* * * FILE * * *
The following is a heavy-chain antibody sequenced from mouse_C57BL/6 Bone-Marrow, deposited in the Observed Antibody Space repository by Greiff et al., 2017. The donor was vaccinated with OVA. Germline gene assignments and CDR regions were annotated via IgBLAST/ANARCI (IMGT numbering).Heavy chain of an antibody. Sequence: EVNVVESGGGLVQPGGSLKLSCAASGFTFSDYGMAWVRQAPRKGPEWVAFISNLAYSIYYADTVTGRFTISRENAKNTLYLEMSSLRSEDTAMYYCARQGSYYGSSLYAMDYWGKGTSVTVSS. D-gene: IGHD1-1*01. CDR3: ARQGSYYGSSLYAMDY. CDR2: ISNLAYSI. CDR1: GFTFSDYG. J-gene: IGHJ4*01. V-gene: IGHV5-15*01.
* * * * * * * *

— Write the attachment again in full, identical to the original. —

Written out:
The following is a heavy-chain antibody sequenced from mouse_C57BL/6 Bone-Marrow, deposited in the Observed Antibody Space repository by Greiff et al., 2017. The donor was vaccinated with OVA. Germline gene assignments and CDR regions were annotated via IgBLAST/ANARCI (IMGT numbering).Heavy chain of an antibody. Sequence: EVNVVESGGGLVQPGGSLKLSCAASGFTFSDYGMAWVRQAPRKGPEWVAFISNLAYSIYYADTVTGRFTISRENAKNTLYLEMSSLRSEDTAMYYCARQGSYYGSSLYAMDYWGKGTSVTVSS. D-gene: IGHD1-1*01. CDR3: ARQGSYYGSSLYAMDY. CDR2: ISNLAYSI. CDR1: GFTFSDYG. J-gene: IGHJ4*01. V-gene: IGHV5-15*01.